I spent June of 2015 working, making back the money I had lost on my year out. I spent July of 2015 reaping the efforts of my labour in the past year. July 2015 was a very good month.
Most university students have that universal, shared experience of the terror of results day. Opening that brown envelope to find those three (or more) letters that determined the start of your adult life. I naively thought when you go through that experience once, you’re prepared for the subsequent ones. I was wrong. 24/06/2015, 4p.m. – BSc results day. I started fervently refreshing the results webpage, aiding the thousands of other students who ended up crashing the system. I made tea. I drank the tea. I made more tea, still refreshing the page in the hope it would be revived (like I was by the tea). And suddenly, it was. I had always said to myself after finishing my exams that I would be happy with a 2:1, or even a 2:2 – so long as I passed my BSc and all the work wasn’t in vain. I held my breath as I clicked on the “View degree award” link.
It had to be a mistake.
I double checked. And got my boyfriend to check too. It wasn’t a mistake, or a typing error. After the 21st of July 2015, after my wonderful graduation ceremony, I was the proud, proud owner of a BSc in Neuroscience with First Class Honours!!!!! There are no words to express the elation I felt in the following weeks. The best part for me, was the knowledge that getting a first in itself was an achievement, meaning others could appreciate this even without the knowledge of my backstory.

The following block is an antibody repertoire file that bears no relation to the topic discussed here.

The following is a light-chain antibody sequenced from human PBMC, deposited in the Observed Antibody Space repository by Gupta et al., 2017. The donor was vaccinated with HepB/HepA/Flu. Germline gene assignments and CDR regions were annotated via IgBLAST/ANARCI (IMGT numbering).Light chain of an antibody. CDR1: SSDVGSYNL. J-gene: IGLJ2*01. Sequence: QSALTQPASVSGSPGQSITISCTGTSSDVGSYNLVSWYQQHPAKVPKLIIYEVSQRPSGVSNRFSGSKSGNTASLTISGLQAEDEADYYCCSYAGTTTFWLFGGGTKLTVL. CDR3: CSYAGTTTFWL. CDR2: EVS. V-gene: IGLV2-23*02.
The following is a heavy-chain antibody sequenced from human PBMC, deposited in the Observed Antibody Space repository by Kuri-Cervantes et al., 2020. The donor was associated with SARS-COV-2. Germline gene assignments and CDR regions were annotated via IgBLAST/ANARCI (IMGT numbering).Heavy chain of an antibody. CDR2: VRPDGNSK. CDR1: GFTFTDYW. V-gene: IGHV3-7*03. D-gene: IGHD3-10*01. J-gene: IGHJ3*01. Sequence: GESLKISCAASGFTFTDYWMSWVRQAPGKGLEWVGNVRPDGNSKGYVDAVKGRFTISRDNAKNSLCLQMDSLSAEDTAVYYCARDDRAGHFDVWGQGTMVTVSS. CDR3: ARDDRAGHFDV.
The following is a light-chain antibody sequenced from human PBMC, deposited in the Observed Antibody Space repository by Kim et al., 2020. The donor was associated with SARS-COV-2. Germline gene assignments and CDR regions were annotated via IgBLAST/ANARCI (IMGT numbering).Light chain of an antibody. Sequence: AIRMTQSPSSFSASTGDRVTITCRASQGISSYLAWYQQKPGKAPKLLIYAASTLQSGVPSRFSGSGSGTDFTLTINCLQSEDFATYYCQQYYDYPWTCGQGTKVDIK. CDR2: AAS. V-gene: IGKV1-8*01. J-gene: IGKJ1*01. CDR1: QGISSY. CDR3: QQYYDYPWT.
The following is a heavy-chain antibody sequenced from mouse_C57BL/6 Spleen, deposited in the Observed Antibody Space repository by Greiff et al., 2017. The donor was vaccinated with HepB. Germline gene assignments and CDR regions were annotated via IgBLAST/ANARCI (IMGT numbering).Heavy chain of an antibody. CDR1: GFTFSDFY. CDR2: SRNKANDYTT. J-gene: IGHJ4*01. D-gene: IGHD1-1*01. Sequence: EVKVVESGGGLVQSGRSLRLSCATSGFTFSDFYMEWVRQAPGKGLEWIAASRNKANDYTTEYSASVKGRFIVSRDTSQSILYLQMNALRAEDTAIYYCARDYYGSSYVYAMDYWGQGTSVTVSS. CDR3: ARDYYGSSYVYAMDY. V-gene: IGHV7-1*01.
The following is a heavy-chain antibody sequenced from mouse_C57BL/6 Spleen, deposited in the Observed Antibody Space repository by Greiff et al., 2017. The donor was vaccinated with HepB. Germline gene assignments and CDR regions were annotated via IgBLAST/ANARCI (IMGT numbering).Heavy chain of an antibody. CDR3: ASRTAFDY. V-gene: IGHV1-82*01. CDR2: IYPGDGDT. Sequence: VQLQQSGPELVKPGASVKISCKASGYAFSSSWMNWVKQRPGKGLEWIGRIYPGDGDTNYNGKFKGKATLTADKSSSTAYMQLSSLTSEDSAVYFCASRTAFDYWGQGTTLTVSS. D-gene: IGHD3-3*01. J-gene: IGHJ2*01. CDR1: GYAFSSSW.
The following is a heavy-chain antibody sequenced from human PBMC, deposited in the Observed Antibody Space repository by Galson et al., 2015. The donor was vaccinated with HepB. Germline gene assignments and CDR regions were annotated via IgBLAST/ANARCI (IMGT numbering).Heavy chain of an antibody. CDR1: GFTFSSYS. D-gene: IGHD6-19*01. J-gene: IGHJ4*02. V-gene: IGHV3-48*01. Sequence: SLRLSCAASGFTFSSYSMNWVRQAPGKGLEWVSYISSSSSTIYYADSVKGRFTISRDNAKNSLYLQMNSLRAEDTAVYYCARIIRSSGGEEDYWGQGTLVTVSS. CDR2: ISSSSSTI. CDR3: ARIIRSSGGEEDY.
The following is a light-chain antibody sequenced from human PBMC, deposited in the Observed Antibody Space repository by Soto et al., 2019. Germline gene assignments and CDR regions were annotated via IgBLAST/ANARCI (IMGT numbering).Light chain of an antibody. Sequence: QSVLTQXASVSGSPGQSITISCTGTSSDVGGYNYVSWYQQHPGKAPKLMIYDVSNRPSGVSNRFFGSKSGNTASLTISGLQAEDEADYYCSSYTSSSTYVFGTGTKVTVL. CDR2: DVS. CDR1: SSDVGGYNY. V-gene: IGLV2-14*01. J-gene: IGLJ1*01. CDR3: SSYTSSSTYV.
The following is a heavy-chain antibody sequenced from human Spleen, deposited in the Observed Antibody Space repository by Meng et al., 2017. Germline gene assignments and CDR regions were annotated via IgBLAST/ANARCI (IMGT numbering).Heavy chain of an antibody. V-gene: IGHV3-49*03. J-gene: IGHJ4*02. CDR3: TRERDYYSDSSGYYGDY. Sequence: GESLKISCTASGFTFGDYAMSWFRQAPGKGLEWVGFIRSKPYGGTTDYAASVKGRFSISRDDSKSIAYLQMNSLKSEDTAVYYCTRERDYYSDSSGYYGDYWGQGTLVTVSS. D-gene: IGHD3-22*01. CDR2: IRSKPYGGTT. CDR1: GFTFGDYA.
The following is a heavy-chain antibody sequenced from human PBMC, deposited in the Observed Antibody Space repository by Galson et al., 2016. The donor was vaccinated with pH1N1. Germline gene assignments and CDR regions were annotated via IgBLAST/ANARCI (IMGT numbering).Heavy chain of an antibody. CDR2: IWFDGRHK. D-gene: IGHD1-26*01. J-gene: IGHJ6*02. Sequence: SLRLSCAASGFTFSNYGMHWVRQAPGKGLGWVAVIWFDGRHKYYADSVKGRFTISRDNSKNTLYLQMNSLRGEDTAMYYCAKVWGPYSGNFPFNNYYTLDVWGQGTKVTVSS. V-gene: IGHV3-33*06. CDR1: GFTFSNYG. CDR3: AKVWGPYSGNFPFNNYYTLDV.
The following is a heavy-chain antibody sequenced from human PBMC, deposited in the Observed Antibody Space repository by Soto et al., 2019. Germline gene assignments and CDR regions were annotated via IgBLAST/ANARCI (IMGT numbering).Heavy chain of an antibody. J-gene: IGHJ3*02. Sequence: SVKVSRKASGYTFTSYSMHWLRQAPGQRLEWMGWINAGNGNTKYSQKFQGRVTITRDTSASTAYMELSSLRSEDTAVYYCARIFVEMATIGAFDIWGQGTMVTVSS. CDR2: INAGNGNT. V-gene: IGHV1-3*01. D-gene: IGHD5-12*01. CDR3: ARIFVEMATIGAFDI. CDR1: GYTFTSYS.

Shortly after my graduation, I attended a national conference to present a poster on the work I did during my BSc project. By being selected to have a poster there, I was automatically entered into the undergraduate competition for best poster, presentation and abstract. My supervisor was fairly confident and spent most of the conference showing his peers how excellent I was. I personally wasn’t so sure – the quality of the other undergrad posters was very high. But my confidence was bolstered when during the poster presentations I had several attendees asking me if a) this was my PhD project and b) why I hadn’t published it yet. I was even asked by once of the leading researchers in the field of my project if I wanted to come and work with him at his lab! I suppose that’s the scientific equivalent of being headhunted. Lo and behold, my supervisor’s faith was rewarded as it was announced at the end of the conference that I had been awarded the one of the four “best undergraduate awards”!! My reaction was very much the same as with the BSc result – shock, disbelief, then elation. Upon returning, I was greeted by the news that my supervisor and post-doc had decided we should publish my work, and that I should be first named author. What a great end to the two year long saga that was my BSc! (And to any non-medics reading this, intercalated BScs are usually done in one year, not three!)
The rest of the summer was spent enjoying what would be my last university summer holiday. I travelled to Sweden and Menorca. Oh, and got engaged (!!). Standard holiday activities really. As I closed the door to the end of my time out (and what a fantastic way to end what started as a truly awful year!), the door to the start of my return back to medical school opened. But more on that in the next post.
I’ll close this post with a final bit of good news, the best news of the year so far. 20 months since my rupure, the door to removing Ralph has finally opened – my neurosurgeons have decided to give me gamma knife radiosurgery! The date has been confirmed as the 2nd of December 2015 and, like with all my previous planned hospital admissions, I await it with a mixture of excitement and curiosity. Watch this space for an update on what it’s like to have your brain shot with radiation!